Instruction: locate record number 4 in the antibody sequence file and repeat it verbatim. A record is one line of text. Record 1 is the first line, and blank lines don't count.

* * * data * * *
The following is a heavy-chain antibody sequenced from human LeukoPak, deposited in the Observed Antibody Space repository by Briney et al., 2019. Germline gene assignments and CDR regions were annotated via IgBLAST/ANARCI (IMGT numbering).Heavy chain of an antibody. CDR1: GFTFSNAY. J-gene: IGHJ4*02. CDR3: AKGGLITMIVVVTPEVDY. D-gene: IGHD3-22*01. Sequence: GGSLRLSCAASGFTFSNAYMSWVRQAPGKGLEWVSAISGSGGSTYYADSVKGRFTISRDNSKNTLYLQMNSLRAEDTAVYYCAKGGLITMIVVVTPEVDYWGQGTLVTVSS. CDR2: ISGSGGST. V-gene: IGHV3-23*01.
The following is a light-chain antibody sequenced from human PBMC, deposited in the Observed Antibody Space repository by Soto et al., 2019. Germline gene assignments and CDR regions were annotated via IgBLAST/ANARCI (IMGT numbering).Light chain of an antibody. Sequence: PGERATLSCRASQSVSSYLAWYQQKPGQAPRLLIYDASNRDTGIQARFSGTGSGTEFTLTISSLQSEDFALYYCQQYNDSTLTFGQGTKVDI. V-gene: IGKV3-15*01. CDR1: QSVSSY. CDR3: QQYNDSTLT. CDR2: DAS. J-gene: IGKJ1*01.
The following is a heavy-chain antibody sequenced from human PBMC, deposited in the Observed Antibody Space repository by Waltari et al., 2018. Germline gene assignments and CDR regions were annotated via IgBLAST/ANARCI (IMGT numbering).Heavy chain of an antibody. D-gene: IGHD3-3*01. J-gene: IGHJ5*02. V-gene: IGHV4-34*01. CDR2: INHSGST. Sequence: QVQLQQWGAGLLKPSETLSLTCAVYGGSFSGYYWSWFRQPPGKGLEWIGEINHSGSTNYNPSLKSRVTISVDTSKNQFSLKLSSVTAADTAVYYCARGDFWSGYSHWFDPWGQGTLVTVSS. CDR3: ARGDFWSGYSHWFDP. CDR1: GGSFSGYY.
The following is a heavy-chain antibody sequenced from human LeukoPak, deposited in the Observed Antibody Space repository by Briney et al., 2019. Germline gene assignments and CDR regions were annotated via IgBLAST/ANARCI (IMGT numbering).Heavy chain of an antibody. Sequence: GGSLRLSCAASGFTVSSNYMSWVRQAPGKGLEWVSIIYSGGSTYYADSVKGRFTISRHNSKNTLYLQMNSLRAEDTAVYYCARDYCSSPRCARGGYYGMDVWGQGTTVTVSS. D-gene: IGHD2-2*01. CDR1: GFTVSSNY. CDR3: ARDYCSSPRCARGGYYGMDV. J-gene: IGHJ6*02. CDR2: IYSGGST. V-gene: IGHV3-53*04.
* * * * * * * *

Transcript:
The following is a heavy-chain antibody sequenced from human LeukoPak, deposited in the Observed Antibody Space repository by Briney et al., 2019. Germline gene assignments and CDR regions were annotated via IgBLAST/ANARCI (IMGT numbering).Heavy chain of an antibody. Sequence: GGSLRLSCAASGFTVSSNYMSWVRQAPGKGLEWVSIIYSGGSTYYADSVKGRFTISRHNSKNTLYLQMNSLRAEDTAVYYCARDYCSSPRCARGGYYGMDVWGQGTTVTVSS. D-gene: IGHD2-2*01. CDR1: GFTVSSNY. CDR3: ARDYCSSPRCARGGYYGMDV. J-gene: IGHJ6*02. CDR2: IYSGGST. V-gene: IGHV3-53*04.